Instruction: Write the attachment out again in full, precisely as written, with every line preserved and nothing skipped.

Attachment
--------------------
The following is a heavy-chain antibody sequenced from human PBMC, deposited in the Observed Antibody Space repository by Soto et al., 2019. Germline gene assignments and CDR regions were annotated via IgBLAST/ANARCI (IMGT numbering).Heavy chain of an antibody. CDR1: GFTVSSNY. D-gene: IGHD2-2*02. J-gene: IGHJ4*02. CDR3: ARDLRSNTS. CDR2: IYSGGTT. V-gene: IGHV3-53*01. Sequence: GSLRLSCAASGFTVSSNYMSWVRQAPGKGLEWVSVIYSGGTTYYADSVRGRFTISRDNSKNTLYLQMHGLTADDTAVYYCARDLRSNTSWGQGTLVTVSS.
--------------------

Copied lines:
The following is a heavy-chain antibody sequenced from human PBMC, deposited in the Observed Antibody Space repository by Soto et al., 2019. Germline gene assignments and CDR regions were annotated via IgBLAST/ANARCI (IMGT numbering).Heavy chain of an antibody. CDR1: GFTVSSNY. D-gene: IGHD2-2*02. J-gene: IGHJ4*02. CDR3: ARDLRSNTS. CDR2: IYSGGTT. V-gene: IGHV3-53*01. Sequence: GSLRLSCAASGFTVSSNYMSWVRQAPGKGLEWVSVIYSGGTTYYADSVRGRFTISRDNSKNTLYLQMHGLTADDTAVYYCARDLRSNTSWGQGTLVTVSS.